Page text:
The assembIy was Iowered into a vapor phase soldering apparatus containing Fluorinert FC-71, which has a vapor condensing temperature of about 250° C., for a dwell time of 50 sec. Temperature measurements were taken at 10-second intervals. As seen in FIG. 3, the ambient temperature inside of bag 28 reached a peak of about 300° F. near the end of the vapor phase soldering cycle.
While the embodiment of the present invention illustrated in the drawings has been described with particularity it will be apparent to those skilled in the art that the invention is not restricted thereto as the invention is capable of receiving a variety of expressions. and chanqes may be made in the details of the method of this invention without departing from the spirit thereof.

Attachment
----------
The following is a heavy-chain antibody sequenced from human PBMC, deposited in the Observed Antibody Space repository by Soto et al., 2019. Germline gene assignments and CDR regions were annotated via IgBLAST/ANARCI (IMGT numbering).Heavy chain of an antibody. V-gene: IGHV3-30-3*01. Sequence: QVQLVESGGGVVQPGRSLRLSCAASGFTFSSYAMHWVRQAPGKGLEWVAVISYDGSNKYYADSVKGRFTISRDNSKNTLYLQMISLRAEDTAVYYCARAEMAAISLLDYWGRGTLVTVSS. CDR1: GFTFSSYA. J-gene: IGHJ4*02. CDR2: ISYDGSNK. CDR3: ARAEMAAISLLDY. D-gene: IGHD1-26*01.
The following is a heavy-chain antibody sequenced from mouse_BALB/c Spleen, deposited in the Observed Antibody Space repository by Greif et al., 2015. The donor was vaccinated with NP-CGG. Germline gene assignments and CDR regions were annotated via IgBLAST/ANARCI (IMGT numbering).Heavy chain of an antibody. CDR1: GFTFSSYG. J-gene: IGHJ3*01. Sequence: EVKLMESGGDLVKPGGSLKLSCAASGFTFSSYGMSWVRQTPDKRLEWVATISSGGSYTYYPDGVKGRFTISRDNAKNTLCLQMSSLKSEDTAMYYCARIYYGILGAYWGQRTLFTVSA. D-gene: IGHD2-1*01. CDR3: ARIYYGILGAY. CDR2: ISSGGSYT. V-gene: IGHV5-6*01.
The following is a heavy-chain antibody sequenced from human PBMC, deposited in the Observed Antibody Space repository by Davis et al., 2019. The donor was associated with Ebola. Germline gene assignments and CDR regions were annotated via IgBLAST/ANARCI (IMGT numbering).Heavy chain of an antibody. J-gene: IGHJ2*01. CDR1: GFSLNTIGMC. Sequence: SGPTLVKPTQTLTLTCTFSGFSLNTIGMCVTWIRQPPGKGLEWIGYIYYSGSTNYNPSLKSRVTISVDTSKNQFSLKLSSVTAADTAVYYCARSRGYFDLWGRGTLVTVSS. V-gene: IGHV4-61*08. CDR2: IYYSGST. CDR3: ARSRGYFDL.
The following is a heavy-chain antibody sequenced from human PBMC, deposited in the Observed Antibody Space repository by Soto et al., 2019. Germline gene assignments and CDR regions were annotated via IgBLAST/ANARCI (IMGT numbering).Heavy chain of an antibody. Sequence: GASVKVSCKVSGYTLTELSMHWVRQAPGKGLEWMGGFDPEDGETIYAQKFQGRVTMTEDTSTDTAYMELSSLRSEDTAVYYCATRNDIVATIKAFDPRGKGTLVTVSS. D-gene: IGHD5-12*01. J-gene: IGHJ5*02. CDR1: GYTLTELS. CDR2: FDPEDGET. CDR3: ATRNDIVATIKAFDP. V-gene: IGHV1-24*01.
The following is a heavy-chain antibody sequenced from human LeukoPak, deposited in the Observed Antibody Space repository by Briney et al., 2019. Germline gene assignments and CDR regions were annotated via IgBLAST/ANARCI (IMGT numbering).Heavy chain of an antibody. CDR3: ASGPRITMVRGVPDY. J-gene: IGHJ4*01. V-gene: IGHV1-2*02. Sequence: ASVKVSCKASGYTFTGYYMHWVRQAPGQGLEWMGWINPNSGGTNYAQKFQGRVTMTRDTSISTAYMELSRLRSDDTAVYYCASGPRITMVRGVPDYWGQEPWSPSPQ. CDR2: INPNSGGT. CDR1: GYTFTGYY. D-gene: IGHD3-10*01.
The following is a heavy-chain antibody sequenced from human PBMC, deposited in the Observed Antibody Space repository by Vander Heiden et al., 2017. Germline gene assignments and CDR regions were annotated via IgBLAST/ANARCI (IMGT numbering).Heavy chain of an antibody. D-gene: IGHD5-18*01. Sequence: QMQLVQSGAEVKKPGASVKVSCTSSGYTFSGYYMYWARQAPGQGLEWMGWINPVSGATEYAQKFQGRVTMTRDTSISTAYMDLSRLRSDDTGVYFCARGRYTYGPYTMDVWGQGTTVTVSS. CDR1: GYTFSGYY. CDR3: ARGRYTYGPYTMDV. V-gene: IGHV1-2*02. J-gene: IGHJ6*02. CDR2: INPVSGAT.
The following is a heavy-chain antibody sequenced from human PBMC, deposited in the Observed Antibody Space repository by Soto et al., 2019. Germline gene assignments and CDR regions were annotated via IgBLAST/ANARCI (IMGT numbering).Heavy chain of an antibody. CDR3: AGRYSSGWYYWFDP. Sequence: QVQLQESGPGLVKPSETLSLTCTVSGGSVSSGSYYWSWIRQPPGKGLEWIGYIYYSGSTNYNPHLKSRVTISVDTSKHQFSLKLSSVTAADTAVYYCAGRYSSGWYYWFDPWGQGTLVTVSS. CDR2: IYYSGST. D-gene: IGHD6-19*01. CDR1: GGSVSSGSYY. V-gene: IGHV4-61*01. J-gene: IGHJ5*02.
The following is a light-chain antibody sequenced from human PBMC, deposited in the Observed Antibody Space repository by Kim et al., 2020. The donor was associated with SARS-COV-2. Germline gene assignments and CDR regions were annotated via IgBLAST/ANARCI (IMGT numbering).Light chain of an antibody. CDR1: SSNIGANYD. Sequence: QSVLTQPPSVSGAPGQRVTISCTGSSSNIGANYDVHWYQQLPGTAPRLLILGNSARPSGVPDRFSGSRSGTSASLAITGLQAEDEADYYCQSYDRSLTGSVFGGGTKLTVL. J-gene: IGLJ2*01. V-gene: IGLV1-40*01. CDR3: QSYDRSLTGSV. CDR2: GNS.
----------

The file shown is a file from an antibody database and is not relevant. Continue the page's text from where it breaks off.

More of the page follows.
|1||"Phase-Four Production Systems for Vapor Phase Soldering", product description from HTC, Concord, Mass.|
|2||Soldering Technique Eliminates Serious Charge Buildup", article in Control Engineering, Apr. 1983, vol. 30, Nov. 4, p. 53.|
|3||VPS Vapor Phase Reflow Soldering", Service Bulletin 16, 3M Company, released about Apr. 1983.|
|U.S. Classification||228/222, 228/234.2|
|Oct 3, 1984||AS||Assignment|
Effective date: 19840305
Owner name: UNITED STATES OF AMERICA AS REPRESENTED BY THE SEC
Free format text: ASSIGNMENT OF ASSIGNORS INTEREST. SUBJECT TO LICENSE RECITED.;ASSIGNORS:AVCO SYSTEMS DIVISION;BLANCHARD, LINDEN O.;REEL/FRAME:004307/0500